The king then ordered the earl of Harcourt, the lord of Graville, the lord Maubué and Oliver Doublet to be brought thither in two carts: their heads were cut off,† and their bodies dragged to the gibbet at Rouen, where they were hung, and their heads placed upon the gibbet. In the course of that day and the morrow, the king set at liberty all the other prisoners, except three: Charles king of Navarre, who was conducted to prison in the Louvre at Paris, and afterwards to the Châtelet: some of the king’s council were appointed as a guard over him. Fricquet and Vaubatu were also confined in the Châtelet. Philip of Navarre, however, kept possession of several castles which the king his brother had in Normandy, and, when the king of France sent him orders to surrender them, refused to obey, but in conjunction with the lord Godfrey de Harcourt and other enemies of France, raised forces in the country of Coutantin, which they defended against the king’s troops.
But Catherine was a foreigner and the royal authority rested uncertainly on her children’s wee heads. Tense as matters already stood between Catholics and Huguenots, the realm’s shaky sovereignty disinhibited both confessions when it came to ever more irksome provocations.
Seeking to steer past the looming civil war, Catherine promulgated a decree of limited toleration for Huguenots, who were now to be permitted to worship publicly outside of towns. This is called the Edict of Saint-German or the Edict of January — as in, January of 1562, two months before our massacre. It is not taught in politics classes as a triumph of governance.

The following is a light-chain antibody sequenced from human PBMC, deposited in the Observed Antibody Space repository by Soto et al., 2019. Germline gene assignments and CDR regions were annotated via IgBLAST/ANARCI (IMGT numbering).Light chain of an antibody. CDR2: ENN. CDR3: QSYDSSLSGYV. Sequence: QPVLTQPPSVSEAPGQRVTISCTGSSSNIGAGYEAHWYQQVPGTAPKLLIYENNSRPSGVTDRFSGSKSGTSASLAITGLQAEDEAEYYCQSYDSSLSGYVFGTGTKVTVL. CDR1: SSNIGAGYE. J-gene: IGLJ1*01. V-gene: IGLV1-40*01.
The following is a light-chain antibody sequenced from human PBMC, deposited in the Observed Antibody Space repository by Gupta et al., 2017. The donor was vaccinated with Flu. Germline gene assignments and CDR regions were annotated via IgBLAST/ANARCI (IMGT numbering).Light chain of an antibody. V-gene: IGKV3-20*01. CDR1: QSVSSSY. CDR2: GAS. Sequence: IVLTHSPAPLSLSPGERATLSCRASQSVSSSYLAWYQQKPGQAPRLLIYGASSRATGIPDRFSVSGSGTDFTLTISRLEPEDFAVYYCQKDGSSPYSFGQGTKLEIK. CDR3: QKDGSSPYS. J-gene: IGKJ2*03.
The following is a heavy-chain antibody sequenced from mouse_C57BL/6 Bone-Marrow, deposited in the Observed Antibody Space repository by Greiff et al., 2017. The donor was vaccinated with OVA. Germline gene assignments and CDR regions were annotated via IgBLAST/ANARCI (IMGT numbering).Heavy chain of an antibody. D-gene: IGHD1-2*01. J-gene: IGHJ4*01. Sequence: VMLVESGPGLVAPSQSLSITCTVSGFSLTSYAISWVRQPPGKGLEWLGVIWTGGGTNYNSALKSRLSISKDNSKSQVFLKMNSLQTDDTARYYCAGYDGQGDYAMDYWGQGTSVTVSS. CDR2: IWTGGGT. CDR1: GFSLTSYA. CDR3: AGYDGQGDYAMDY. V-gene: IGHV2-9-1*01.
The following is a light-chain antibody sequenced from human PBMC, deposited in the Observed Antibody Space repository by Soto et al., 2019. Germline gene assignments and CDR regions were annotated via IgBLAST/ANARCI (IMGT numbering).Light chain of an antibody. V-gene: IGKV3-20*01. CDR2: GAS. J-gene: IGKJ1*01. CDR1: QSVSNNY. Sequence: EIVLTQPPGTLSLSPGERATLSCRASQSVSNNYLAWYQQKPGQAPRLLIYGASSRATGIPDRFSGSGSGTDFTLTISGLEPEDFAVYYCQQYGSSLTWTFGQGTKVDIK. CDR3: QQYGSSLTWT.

Whether this right even had force of law at the moment of our story is unclear, inasmuch as Catholic parlements whose ratification was required dragged their feet when it came to reading the edict into the statutes. But some incident like this was looming no matter where things stood from a scriptorium proceduralist’s standpoint.
At Vassy (or Wassy) our our date arrived the retinue of Francis, Duke of Guise. The Guises were a proverbial more-Catholic-than-the-Pope house, and Francis was not the sort of man to pass with equanimity the spectacle of Vassy’s Huguenots openly holding heretical services in a barn. His retainers tried to barge in. High words were exchanged. Scuffles gave way to brickbats and when something struck the duke’s own person a vengeful slaughter of the Calvinists ensued.
Warfare followed fast upon the publication of this atrocity. The chief Protestant lord, the Prince of Conde, openly mobilized for hostilities, seizing and fortifying Protestant towns — and the Catholic faction likewise. Inside of a year, Guise himself would be slain during a siege: one of the first wave of casualties amid 36 years of civil war.
On this date in 1873, John Gaffney hanged in Buffalo — the last of two executions conducted by future U.S. President Grover Cleveland.